According to the refugee advocate, the situation will only manifest until the region properly understands the motivations of asylum-seekers going by boat to Australia.

“As one of the wealthiest countries in the world and a country with a significant annual migration program, the idea that Australia can attempt to completely turn its back on asylum-seekers is viewed very dimly by many countries all around the world,” Power continued.

Australia has long experienced intense political debate over the arrival of asylum-seekers by boat. It’s an issue that has polarized the nation’s voters and dominated the recent federal election campaign.

It’s estimated around 400 boats carrying asylum-seekers arrived in Australia in the past 12 months. About 45,000 asylum-seekers have arrived since late 2007, as a result of seemingly relaxed border policies by the Labor government at the time. This policy led to a voter backlash and the re-implementation of new policies in which boat arrivals are sent to Nauru and Papua New Guinea.

“There are millions of Australians who are very uncomfortable with the direction that our government has taken and there are many people, as the recent national elections approached, who felt they had nowhere to turn when both major parties where pushing hard-line policies in relation to asylum seekers,” Power explained.

“I think very much a valid question for Indonesia to ask of Australia is what it plans to do to support the neighboring countries it is shifting the responsibility to … the difference in economic capacity between the countries is enormous.”

A dangerous precedent

In the wake of Friday’s tragedy, HRW responded with a statement urging the Australian prime minister to prioritize human rights issues in today’s meeting with Yudhoyono.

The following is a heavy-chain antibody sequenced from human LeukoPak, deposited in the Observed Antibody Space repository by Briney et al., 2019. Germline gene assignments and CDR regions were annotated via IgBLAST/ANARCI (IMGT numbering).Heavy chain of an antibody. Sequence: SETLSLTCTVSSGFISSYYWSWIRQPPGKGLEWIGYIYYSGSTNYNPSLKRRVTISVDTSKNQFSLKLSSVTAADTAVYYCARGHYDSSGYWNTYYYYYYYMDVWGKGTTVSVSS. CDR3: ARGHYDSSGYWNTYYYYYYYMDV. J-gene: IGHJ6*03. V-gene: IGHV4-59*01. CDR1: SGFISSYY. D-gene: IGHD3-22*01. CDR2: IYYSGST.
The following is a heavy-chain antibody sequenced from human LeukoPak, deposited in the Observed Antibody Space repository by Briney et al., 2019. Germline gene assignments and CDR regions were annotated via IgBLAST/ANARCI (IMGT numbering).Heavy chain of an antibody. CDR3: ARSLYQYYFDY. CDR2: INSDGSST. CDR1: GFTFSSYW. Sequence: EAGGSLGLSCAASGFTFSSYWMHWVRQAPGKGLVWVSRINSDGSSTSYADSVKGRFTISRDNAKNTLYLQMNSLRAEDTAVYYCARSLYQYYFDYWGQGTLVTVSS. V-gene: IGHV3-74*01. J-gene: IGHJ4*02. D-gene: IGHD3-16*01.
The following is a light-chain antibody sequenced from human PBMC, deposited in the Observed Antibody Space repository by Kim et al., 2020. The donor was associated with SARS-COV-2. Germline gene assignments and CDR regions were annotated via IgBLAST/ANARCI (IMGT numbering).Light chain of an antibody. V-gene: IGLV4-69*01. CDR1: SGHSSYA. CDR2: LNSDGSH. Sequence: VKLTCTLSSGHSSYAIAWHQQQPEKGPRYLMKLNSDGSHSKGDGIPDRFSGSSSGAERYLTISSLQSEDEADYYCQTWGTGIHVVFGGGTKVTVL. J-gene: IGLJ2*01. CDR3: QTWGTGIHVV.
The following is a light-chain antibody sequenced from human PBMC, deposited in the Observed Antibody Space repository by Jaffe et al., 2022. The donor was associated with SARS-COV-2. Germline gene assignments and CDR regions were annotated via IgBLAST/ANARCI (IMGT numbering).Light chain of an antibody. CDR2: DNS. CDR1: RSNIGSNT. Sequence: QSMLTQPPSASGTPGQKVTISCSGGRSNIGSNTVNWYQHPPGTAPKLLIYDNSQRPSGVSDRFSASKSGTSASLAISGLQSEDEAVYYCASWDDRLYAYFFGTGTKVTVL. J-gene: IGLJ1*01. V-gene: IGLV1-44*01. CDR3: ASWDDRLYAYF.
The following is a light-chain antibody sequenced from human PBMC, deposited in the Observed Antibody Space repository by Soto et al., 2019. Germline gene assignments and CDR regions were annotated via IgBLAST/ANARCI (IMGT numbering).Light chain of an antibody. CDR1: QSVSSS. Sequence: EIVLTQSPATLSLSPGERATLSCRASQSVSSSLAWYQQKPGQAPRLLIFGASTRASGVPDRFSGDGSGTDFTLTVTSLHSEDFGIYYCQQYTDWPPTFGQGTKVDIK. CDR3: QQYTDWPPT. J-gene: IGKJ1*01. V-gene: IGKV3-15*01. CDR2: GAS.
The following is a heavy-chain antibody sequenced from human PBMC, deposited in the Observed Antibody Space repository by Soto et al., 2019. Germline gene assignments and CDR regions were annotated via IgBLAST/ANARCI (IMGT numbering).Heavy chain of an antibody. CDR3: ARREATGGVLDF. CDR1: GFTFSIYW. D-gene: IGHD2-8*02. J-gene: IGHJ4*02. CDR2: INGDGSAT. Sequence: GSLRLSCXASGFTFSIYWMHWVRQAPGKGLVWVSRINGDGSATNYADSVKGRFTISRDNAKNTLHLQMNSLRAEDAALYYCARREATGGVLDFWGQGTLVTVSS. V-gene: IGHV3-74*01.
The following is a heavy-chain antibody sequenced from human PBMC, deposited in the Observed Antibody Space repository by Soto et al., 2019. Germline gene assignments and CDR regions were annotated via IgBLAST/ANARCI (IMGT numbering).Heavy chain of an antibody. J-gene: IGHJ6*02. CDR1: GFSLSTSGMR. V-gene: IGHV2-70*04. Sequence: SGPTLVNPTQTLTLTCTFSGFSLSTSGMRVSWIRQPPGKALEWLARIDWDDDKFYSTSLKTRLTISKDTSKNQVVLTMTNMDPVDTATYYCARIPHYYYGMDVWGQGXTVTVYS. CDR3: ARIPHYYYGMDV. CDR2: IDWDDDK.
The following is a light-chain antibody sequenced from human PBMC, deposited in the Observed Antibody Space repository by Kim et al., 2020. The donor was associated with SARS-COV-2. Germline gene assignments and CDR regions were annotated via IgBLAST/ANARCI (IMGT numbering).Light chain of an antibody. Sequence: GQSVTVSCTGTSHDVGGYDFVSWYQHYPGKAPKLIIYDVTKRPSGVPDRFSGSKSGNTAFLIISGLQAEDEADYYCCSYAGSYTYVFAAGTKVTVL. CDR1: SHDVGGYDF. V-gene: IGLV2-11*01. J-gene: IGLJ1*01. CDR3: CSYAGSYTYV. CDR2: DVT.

“Prime Minister Abbott should use his first foreign trip as head of state to put human rights at the heart of Australia’s foreign policy,” said Elaine Pearson, HRW’s Australia director. “He should engage with Indonesian President Yudhoyono so that Australia can help improve, not impede, respect for human rights in Indonesia.”

As a signatory to the United Nations’ 1951 refugee convention Australia has international obligations to protect the human rights of all asylum seekers and refugees who arrive in Australia, regardless of how or where they arrive and whether they arrive without a visa.

But Andreas Harsono, the head researcher for HRW Indonesia, says Australia’s current policies contradict its obligations under the UN treaty. “The Australian government is taking a step which I think is quite dangerous,” he said.

Andreas acknowledged the concern within Australia on the increasing numbers of refugees wanting to seek asylum within the country. However, he said that the nation has no choice but to abide by the refugee convention.

At the very least, Andreas said Australia could pose as a second transit country in order to take the pressure off Indonesia and ensure that basic human rights are met in the interim.

At a time when Australia has just assumed the Presidency of the UN Security Council, a position that calls for the nation’s leadership on the world stage, its disregard toward its obligations “sends a very dangerous message to other countries that respecting human rights is optional,” said Daniel Webb, the director of legal advocacy at the Australian based Human Rights Law Centre.

“Some Australian politicians label asylum-seekers on boats as ‘illegals,’ but it’s actually Australia’s treatment of them that breaks the law,” said Webb, who is part of HRLC’s team that has issued a statement to the current session of the UN Human Rights Council in Geneva expressing deep concern about Australia’s “unlawful” and “increasingly punitive treatment” of people seeking its protection.

The advocacy group is hopeful that member states of the council will urge Australia to reconsider its self proclaimed “single-minded focus on deterrence” as well as plans to drastically cut its humanitarian intake. Upon becoming prime minister, Abbott announced his plan to reduce Australia’s humanitarian intake by 6,250 places a year to 13,750.

“Ensuring refugees get the protection they need is a regional challenge,” said Webb. “It requires collaborative efforts to develop safe protection pathways, not unilateral efforts to close existing ones.”